In an age over-saturated with slick American teen drama series with a supernatural theme – many still characterised by the enduring influence of BUFFY and all of them hoping to be as long running as SUPERNATURAL – HEARTLESS is a distinctively Danish take on the form. Played commendably straight and without the smart-arse, self-aware humour that tends to dominate its U.S. equivalents, it’s an absorbing, if sometimes ponderous, eight-episode serial that has scope for further seasons.

In the early going of episode one, we witness photogenic teen twins Sofie (Julie Zangenberg) and Sebastian (Sebastian Jessen) luring and feeding in an almost vampiric fashion from an unfortunate young man in a nightclub who, as a result of their necessary act, promptly bursts into flames. The siblings have to feed on the life force of other people in order to survive and fatal consequences result if their feeding reaches a certain level. Sebastian, the more sensitive of the duo, wrestles with his own conscience of their activities, and together the twins set out to find out who and what they really are. They revisit the orphanage from which they originally ran away as infants, and discover that their mother attended an ultra-strict, rural boarding school. Joining as second year students, they learn about the dark history of the school itself – with the sadistic modern hierarchy carrying on old traditions of persecution and torture - and its inextricable links to their own bloodline.

Shot in muted tones and colours with the central school permanently enshrouded by mist, HEARTLESS is an atmospheric series built around a premise that inevitably echoes significant earlier American genre works. Sebastian (who tortuously reins in his need to feed wherever possible) gets the come-on from various girls at the school but his perfectly normal lustiness blurs with the unavoidable needs of his monstrous self when aroused, a la CAT PEOPLE. (The notion of a tortured, handsome male lead unable to fulfil romantic relationships due to the threat he poses, is of course, a throwback to BUFFY and ANGEL). The concept of family members with a desperate compulsion to feed on humans and a peculiarly incestuous relationship with each other has echoes of Stephen King’s far sillier SLEEPWALKERS. There are also CARRIE-inspired sub-plots involving the telekinetic powers of key secondary characters.

It could very easily be reincarnated as a generic, slick U.S. series, but the execution here is very Scandinavian. The tone is sombre and understated, with an underlying erotic charge and a real effort to minimise FX and melodrama in favour of a realistic approach to the potentially outlandish material. The backstory, including flashbacks to 17th century witch-hunts linked to the school principal’s three daughters, is effectively integrated into the contemporary narrative, and the performances are strong all round: the two leads are striking. For those that crave such things, there are occasional intrusions of predictably bad CGI fire and some fleeting, gratuitous shower-room nudity, but HEARTLESS has a beguiling style of its own, even when retreading age-old plot threads like the old “Only love can break the curse…” chestnut that we have seen in sundry earlier genre projects.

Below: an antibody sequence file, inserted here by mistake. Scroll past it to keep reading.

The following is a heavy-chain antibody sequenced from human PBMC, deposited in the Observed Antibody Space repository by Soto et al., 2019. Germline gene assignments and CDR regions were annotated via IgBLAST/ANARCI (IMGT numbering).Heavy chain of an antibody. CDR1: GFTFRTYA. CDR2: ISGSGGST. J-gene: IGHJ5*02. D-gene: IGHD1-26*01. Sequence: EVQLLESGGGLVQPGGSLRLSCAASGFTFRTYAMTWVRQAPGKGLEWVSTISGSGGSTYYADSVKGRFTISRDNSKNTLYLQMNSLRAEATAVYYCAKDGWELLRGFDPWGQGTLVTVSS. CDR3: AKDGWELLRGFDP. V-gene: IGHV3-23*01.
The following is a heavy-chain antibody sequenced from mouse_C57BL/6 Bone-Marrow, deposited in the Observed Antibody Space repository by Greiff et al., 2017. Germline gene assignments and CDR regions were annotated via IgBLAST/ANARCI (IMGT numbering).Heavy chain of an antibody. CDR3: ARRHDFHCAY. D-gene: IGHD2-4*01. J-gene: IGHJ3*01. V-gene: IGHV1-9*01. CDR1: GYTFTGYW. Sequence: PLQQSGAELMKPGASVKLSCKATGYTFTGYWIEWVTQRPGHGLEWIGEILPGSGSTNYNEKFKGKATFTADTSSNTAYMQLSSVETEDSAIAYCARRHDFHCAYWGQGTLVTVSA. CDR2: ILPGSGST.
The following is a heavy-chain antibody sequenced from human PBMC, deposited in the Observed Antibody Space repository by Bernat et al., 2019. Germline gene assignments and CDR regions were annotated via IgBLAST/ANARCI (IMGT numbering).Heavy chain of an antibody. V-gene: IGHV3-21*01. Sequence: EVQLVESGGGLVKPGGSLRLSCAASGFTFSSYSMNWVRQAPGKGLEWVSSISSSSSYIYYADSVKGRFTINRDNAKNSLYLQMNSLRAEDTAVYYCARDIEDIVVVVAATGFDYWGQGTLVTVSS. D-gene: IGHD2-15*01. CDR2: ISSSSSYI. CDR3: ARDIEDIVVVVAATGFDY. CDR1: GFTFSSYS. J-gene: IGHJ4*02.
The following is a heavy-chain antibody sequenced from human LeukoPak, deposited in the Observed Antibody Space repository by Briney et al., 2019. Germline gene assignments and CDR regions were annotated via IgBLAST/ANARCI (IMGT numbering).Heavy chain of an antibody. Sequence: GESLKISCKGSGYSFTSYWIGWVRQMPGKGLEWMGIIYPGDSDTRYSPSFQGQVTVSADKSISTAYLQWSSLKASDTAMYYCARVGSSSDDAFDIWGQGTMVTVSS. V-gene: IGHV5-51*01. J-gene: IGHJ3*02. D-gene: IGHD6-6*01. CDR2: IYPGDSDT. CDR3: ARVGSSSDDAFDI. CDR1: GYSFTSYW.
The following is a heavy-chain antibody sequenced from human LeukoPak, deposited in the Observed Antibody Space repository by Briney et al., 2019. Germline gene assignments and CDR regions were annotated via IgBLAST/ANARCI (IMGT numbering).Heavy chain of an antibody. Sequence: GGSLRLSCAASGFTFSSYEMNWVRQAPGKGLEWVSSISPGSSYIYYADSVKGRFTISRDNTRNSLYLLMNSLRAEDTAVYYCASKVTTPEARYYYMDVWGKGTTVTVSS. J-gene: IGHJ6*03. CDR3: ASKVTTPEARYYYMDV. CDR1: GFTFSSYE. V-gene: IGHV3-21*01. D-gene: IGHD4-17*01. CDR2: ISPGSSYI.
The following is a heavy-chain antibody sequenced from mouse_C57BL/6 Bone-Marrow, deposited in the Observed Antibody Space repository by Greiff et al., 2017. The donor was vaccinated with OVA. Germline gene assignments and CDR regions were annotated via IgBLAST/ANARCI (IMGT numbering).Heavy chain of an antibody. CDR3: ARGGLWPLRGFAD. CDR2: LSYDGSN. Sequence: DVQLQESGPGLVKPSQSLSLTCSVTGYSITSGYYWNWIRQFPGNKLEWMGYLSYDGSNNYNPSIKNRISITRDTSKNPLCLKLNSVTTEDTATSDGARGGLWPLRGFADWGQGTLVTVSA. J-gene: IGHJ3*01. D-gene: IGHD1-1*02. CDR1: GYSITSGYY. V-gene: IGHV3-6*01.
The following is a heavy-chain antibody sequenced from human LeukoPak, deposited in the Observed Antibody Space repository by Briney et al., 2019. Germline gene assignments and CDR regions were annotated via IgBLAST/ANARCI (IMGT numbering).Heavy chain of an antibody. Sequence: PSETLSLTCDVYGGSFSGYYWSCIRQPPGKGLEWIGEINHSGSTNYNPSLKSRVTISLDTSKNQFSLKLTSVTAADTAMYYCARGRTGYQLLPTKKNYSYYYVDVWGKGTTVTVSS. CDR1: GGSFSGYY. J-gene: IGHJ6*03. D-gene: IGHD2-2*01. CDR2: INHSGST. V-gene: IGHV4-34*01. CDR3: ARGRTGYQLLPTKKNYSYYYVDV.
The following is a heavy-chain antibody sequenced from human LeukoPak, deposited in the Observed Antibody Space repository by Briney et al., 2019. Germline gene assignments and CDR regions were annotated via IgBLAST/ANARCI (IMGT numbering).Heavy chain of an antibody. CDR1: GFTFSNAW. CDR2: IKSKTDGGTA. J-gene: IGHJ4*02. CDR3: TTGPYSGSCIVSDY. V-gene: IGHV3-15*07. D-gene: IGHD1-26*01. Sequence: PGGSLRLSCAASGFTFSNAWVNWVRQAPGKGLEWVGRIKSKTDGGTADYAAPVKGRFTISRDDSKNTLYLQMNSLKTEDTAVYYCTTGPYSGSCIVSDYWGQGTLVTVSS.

Steven West






DVD REVIEW - i-Lived - ***

Directed by Franck Khalfoun, Starring: Jeremiah Watkins. Horror, US, 2015, 92mins, Cert 15.

Available as download to own from 27th June, on-demand 4th July and on DVD 11th July by Second Sight. The i-Lived app is also available from iTunes and Google.

In 2012, director Franck Khalfoun turned Frodo Baggins into a MANIAC. Three years on he now turns a fictional phone app into a Faustian pact-maker for an unwitting online reviewer too witless to read the small print - and too clueless to have ever watched DRACULA A.D. 1972.

Meet YouTube vlogger Josh: behind with the rent, recently dumped by (cheating) ex-girlfriend and a squanderer of his true potential (whatever that might be) according to his father. It’s a cut-throat online world and the lucrative hits are increasingly harder to come by. Then Josh comes across a life-changing app which claims to help the downloader achieve whatever life goals they might have. All you have to do is follow the apps’ instructions. What could possibly go wrong...?

Josh’s downwardly spiralling experiences with the app reflect my feelings about the film itself. At first the light-hearted instructions to perform for example random acts of kindness seem fun and I was engaging with the hokey premise. I thought Josh (Jeremiah Watkins) came across as an annoying younger composite of Owen Wilson and Tom Green and his moronic YouTube reviews instantly grated (sorry Josh, but I could totally see why your girlfriend dumped you dude). But I was willing to overlook this obvious flaw, hell, I even suspended disbelief as Josh naively tried to fulfil an instruction by offering sweets to random children in a playground.

But then director Khalfoun attempts to shift the tone into darker material, and I rapidly wished for an uninstall option on the film. Perhaps Netflix could ditch the later (unconvincing) nastiness and rework it into a vehicle for Adam Sandler to lend his non-existent charisma to?

The revelatory moment where Josh finally works out the identity of his mysterious benefactor who has been granting his wishes of online success, sexual gratification and the seemingly miraculous recovery of terminally-ill mum is so laughably naff even M. Night Shyamalan would feel ashamed to use it.

Apparently there is an actual app available to download which supposedly enhances the viewing experience of watching i-Lived. Well, unless it completely re-writes the second half of the film and recasts its lead, i-doubt it.

No Extras

Paul Worts




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